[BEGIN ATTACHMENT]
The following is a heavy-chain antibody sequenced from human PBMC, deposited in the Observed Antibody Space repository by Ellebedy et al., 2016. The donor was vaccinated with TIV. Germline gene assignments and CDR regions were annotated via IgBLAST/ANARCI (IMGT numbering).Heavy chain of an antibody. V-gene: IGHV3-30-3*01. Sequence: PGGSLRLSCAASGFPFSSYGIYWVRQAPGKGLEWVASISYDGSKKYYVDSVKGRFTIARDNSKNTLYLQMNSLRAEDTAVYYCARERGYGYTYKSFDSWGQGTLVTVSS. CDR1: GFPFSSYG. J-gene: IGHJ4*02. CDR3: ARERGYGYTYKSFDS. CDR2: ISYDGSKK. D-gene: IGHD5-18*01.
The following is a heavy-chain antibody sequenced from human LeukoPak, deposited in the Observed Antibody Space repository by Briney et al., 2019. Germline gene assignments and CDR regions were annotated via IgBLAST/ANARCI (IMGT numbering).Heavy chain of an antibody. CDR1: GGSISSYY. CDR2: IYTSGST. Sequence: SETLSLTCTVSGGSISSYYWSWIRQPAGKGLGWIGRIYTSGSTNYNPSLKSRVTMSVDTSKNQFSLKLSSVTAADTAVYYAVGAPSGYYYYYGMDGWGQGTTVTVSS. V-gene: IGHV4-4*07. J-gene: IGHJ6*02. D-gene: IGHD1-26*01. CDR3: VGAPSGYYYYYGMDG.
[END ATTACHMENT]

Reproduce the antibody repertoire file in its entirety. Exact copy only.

The following is a heavy-chain antibody sequenced from human PBMC, deposited in the Observed Antibody Space repository by Ellebedy et al., 2016. The donor was vaccinated with TIV. Germline gene assignments and CDR regions were annotated via IgBLAST/ANARCI (IMGT numbering).Heavy chain of an antibody. V-gene: IGHV3-30-3*01. Sequence: PGGSLRLSCAASGFPFSSYGIYWVRQAPGKGLEWVASISYDGSKKYYVDSVKGRFTIARDNSKNTLYLQMNSLRAEDTAVYYCARERGYGYTYKSFDSWGQGTLVTVSS. CDR1: GFPFSSYG. J-gene: IGHJ4*02. CDR3: ARERGYGYTYKSFDS. CDR2: ISYDGSKK. D-gene: IGHD5-18*01.
The following is a heavy-chain antibody sequenced from human LeukoPak, deposited in the Observed Antibody Space repository by Briney et al., 2019. Germline gene assignments and CDR regions were annotated via IgBLAST/ANARCI (IMGT numbering).Heavy chain of an antibody. CDR1: GGSISSYY. CDR2: IYTSGST. Sequence: SETLSLTCTVSGGSISSYYWSWIRQPAGKGLGWIGRIYTSGSTNYNPSLKSRVTMSVDTSKNQFSLKLSSVTAADTAVYYAVGAPSGYYYYYGMDGWGQGTTVTVSS. V-gene: IGHV4-4*07. J-gene: IGHJ6*02. D-gene: IGHD1-26*01. CDR3: VGAPSGYYYYYGMDG.